Sheryll Murray: To ask the Secretary of State for Health and Social Care, what steps his Department is taking to support healthy ageing.
Sheryll Murray: Will my right hon. Friend confirm that new primary legislation announced today will give authorities such as Cornwall Council the power they need to protect communities such as Tideford and Gunnislake in my constituency from air pollution?
Sheryll Murray: Can the Minister explain to me how this new unit will prevent my constituent, Dennis Hutchings, from being prosecuted, because I do not think that it will?
Sheryll Murray: I will start by reading a message from another of my constituents, a Mr Dennis Blagdon. He wrote to me this weekend: “I feel ashamed to be British that the government would let this serious lack of justice happen” to Dennis Hutchings. Mr Blagdon continued: “He is a man who is ill, who is being hounded for a job which he was employed by the government at the time to do. It...
Sheryll Murray: My hon. Friend is quite right. I will not take much time to repeat what has already been said, but the Department of Justice in Northern Ireland was originally formed from the Northern Ireland Office and the Ministry of Justice. We do not have an Executive in Northern Ireland at the moment. I am calling on the Secretary of State for Northern Ireland to address this immediately by announcing...
Sheryll Murray: To ask the Secretary of State for Transport, what assessment he has made of the importance of general aviation to the UK's national infrastructure; and if he will make a statement.
Sheryll Murray: To ask the Secretary of State for Transport, what steps his Department is taking to roll out GPS technology at aerodromes to enable safer take-offs and landings for general aviation aircraft.
Sheryll Murray: What steps the CPS is taking to increase the rate of prosecution for crimes against older people.
Sheryll Murray: It is Cornwall, not Somerset.
Sheryll Murray: On Monday, Michel Barnier laid bare for all to see what staying in the customs union would mean for the UK: effectively staying in the EU. In his speech he mentioned the need for state aid rules, and that would probably mean no bailing out of the steel industry or any other industry that needs it in future. I remind hon. Members of the situation of a Shetland leasing and processing company...
Sheryll Murray: I will not give way because other Members wish to speak. I am really sorry. The worst of all possible scenarios would be one in which we had to abide by and be ruled by the European Union, but without any say. I wonder how long it will be before we start hearing suggestions about EU access to our fishing grounds—my fishermen—to pay for trade. How long will it be before we hear...
Sheryll Murray: The seafood sector, particularly regarding supply, is very important, and there are great opportunities post-Brexit. Under international law, we only need to offer any supplies that the UK fleet cannot catch. Will the Minister confirm that that will be the case once we leave the common fisheries policy?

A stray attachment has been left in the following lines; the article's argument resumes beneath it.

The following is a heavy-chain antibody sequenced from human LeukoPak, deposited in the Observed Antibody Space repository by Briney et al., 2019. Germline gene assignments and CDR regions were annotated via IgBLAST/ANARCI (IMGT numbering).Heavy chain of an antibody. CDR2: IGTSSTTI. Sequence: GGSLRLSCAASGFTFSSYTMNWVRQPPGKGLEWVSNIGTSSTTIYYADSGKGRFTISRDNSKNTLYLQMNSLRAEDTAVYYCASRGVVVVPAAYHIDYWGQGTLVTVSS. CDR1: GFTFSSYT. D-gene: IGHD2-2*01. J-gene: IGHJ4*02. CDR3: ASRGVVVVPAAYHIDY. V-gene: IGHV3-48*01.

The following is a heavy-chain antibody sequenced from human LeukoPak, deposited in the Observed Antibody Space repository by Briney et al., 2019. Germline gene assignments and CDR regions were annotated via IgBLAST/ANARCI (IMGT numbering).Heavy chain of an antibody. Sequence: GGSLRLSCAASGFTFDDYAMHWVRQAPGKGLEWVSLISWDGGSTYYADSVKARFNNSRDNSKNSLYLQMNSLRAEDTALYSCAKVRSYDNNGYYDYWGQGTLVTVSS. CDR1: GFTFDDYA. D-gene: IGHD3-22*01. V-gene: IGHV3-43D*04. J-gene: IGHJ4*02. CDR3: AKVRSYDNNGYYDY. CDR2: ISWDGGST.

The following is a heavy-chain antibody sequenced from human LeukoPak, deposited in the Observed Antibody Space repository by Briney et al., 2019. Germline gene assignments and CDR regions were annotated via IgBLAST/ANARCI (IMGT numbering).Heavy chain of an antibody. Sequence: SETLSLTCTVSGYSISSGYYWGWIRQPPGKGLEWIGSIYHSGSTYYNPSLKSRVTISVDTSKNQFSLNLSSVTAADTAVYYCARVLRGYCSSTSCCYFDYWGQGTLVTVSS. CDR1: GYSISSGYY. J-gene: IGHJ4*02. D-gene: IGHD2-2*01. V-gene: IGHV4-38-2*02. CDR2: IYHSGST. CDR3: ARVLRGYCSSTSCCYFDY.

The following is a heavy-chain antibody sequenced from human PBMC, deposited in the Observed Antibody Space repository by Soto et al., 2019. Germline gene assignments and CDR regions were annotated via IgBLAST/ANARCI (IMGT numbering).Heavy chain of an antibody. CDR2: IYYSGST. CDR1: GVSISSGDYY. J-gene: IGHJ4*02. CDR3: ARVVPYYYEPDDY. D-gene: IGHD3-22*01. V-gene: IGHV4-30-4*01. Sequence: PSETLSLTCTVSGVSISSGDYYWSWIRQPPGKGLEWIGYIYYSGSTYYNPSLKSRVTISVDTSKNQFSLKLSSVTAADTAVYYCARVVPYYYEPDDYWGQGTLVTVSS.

Sheryll Murray: Is my right hon. Friend surprised as I am that an Israeli Labour MP told me in Israel last week that the leader of her party has written and dissociated herself with the Leader of the Opposition—not the Labour party, but the Leader of the Opposition?
Sheryll Murray: What steps the Government is taking to support the growth of the agri-tech sector.
Sheryll Murray: Can my hon. Friend assure me that protected status for Cornish produce such as the Cornish pasty will not be compromised post-Brexit?
Sheryll Murray: With regard to mixed fisheries, if we did have an effort regime, would it have the flexibility to compensate fisherman by allowing them to land the bass catches, for example, that they find in their nets?
Sheryll Murray: Could the hon. Lady clarify what the Labour party’s position is? Has she just read out the Labour party’s position? Is it what the PECH Committee has said?
Sheryll Murray: I will try to be as brief as my hon. Friend the Member for Banff and Buchan (David Duguid), Mr Paisley. As I have said, any management system must have buy-in from the industry and must also be flexible enough to allow for massive fluctuations in stocks, such as the massive fluctuation in the bass stocks that we saw in the south-west this year. At the end of the day, fishermen cannot tell...
Sheryll Murray: As I understand it, we are leaving the London convention of 1964 as well. Will the Minister confirm today that, even with an implementation period, we shall leave the common fisheries policy on 29 March 2019, and that access to resources will not be sacrificed to buy access to the market?
Sheryll Murray: Does my hon. Friend agree that any future fisheries policy must have buy-in from experts who work in the industry? Even I would not dictate to fishermen how the stocks should be managed. The fishermen themselves know best, and they should have input into a management system.